Likely to be major problems for Netanyahu and others would be the prospect of 150,000 refugees (including, presumably, descendants of the original refugees), Abbas' insistence on Palestinian sovereignty over the Temple Mount, at least the partial internationalization of Jerusalem, and the third-party control of border crossings 

Involved in these periodic assertions that it's all the fault of the Israeli right are two related issues employed by those convinced that Israel must accept much, if not all of Palestinian demands.

One takes the form of "we are losing the battle of world opinion." 

Another takes the form of "if we do not agree to a two-state solution, we will be forced to accept a one-state solution where the Jews will find themselves living with an Arab majority." 

World public opinion and imposed solution are frightening prospects, offered with the support of movements, prominent Jews of Israel and the Diaspora, political parties, and government decisions demanding the recognition of a Palestinian state, and an obsessive UN always willing to pass another resolution and appoint a commission sure to condemn Israel and overlook Palestinian actions.

The rightist explanation for rejecting what is described in The Times of Israel article begins with distrust of Palestinians and extends to a concern for Islam, elements in the Muslim community not prepared to accept a non-Muslim state in the Middle East, the ascendance of radical Islamists with their violence, barbaric treatment of those who do not accept their rule, and aspirations to extend Islamic rule worldwide. 

How many troops has the Pope? (he's among the many in favor of a Palestinian state) has its equivalent in how many troops has international public opinion?

We can assume that the vast majority of people can't locate Israel on a map and don't care. Polls, editorials, parliamentary resolutions and government willingness to allow Palestinians to open an Embassy and appoint an Ambassador to Palestine tell only part of the story.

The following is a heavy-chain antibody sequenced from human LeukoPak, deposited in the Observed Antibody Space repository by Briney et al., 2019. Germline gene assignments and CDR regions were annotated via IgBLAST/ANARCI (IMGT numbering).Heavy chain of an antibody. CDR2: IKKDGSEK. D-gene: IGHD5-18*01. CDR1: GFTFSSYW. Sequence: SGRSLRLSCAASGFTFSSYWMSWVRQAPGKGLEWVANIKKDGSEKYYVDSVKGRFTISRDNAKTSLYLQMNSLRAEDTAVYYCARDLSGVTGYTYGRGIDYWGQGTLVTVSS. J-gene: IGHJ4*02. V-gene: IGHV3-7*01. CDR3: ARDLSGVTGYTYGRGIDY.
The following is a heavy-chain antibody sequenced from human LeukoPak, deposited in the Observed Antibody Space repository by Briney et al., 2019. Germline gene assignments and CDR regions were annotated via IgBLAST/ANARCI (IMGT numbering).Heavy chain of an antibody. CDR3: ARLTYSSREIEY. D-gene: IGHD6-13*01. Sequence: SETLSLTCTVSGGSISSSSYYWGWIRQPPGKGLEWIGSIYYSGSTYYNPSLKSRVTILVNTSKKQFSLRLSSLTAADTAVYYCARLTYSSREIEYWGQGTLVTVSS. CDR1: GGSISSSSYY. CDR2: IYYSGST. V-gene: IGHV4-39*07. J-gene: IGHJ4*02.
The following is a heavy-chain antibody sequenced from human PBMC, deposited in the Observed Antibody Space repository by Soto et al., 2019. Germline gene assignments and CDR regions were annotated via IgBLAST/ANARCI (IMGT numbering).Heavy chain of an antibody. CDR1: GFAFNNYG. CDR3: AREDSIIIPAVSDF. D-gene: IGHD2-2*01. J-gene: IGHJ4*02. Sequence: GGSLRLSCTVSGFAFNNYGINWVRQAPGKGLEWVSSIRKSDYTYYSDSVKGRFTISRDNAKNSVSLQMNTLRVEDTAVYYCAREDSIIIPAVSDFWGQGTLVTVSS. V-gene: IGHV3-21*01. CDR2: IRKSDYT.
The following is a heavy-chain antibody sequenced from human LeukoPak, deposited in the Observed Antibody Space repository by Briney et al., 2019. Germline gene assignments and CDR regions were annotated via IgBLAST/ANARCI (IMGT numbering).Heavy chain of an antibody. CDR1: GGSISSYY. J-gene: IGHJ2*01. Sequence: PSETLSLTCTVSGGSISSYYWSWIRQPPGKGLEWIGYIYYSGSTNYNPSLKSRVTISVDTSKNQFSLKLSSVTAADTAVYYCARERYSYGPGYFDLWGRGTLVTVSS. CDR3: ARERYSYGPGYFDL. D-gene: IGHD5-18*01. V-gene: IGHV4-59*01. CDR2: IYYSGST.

It overlooks the opinions of Israeli Jews, as well as Diaspora Jews on the right and many in the center. Moreover, it overlooks the capacity of Israel to operate within its means, with the friends it finds overseas. Israel's capacity, and the weakness of international institutions seem sufficient to resist the imposition of a one-state solution.

History goes on, with incidents that affect opinions. The latest are attacks in Paris and Copenhagen, Bibi's invitation to the Jews of Europe to migrate, with the leader of Danish Jewry expressing his dismay at the message. 

Jewish communities, their organizations and rabbis look after themselves, and political leaders of western countries do not want to lose their Jews. The French PM said that without Jews there would be no France.

Those attitudes might contribute to an understanding, and even support of a Netanyahu-like posture.

The day after Copenhagen was news of Islamic beheadings of Egyptian Coptic Christians captured in Libya.

Current polling suggests that the Israeli public is inclined to vote on the Netanyahu side of the dispute. Likud has trailed Zionist Union in only one of the most recent media surveys. Other major parties are quiet on the issue of further negotiations with the Palestinians. 

Israel's neighbors shouldn't count on world public opinion. The idea of a Palestinian state must wait its turn while the worthies ponder Islamic violence in western countries, as well as across the Middle East and deeper into Africa.

Israel and the Internet provide opportunities for argument without the threat of beheading or even serious insult. 

In that spirit, as always, comments are welcome.